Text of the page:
Sunset during our last night.
As a new marine science graduate student this Fall at USF College of Marine Science, I was very excited to embark upon my first research cruise experience. This was also my first time doing a hydrographic survey, so anticipation was high. Ship life takes some getting used to, even if it is only for 6 days. For those of us who get seasick, this adjustment period begins the night before – always take your first dose of anti-nausea medication well in advance of leaving the dock (meclizine is your friend!). Once underway, you gain your sea-legs eventually as you relearn how to walk without crashing into the walls of the ship. The first day is often the hardest to adjust but, after the first 24 hours it seems that most people settle in.
In our six days aboard the R/V WT Hogarth, we mapped just over 300 square kilometers of the ocean floor. This was a great success, but as with most (if not all) scientific fieldwork, there were complications, often due to things beyond your control, i.e. weather. The seas were mostly peaceful, with the exception of Saturday night into Sunday morning. Not only does this have an impact on the crew (imagine having to cook while your kitchen is rocking side to side), but the rough seas impact the sonar’s data quality as well. Large, rough waves can cause some of the sonar beams to get “knocked out” which makes editing the data more difficult later on. During a seafloor mapping survey, the data come in much like a rough draft. All the raw files must then go through an initial editing or “cleaning”, as hydrographers call it.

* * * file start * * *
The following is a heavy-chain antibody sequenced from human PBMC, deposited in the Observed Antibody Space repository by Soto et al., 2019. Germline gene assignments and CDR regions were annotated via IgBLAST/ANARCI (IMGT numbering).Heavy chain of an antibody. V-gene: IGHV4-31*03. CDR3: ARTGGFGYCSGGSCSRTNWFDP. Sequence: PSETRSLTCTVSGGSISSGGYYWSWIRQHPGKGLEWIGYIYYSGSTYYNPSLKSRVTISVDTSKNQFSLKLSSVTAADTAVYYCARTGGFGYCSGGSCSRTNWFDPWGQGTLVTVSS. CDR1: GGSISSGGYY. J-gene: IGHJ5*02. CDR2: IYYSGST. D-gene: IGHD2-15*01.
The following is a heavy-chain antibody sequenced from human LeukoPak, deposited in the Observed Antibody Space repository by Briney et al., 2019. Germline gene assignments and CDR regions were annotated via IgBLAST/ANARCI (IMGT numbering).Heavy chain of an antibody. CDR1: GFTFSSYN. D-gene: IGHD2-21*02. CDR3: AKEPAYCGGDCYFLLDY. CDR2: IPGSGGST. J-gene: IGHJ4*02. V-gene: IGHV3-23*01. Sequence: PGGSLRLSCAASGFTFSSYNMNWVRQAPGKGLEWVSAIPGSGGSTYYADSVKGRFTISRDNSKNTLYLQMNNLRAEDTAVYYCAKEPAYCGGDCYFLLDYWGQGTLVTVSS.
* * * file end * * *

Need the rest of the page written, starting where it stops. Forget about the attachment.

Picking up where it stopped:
Once back on land, the data must be processed beyond a preliminary cleaning. This process is much longer and can take several months, depending on the quality of your data and/or the complexity of the seafloor. During this time is where the mysteries of the ocean floor begin to reveal themselves. I think each hydrographer hopes to find something different whenever they go out on a cruise, from shipwrecks to underwater canyons, paleo-shorelines and coral reefs. All these things combine to become a love of exploration using hydrography to explore our Earth’s final frontier.
If you fall asleep in the lab, it’s fair game for pictures.
One of the unexpected things for me about my first cruise experience was that while you spend the majority of your day, working, eating, and trying to get some shut eye, there is a still some free time each day. It happened to work out for me that my free time was around sunset, which was spectacular each night. I am color-blind, and struggle to see the different shades of color depending on contexts. For example, there are only about 3 or 4 shades of each color for me, and when they are aligned next to each other it can be hard to differentiate. I took the time to explain this because the last sunset of the cruise was the clearest sky of the trip. Without the clouds and the pollution of a city, I was able to see all the colors of the sunset, perhaps for the first time in my life. This cruise will not be one I forget anytime soon!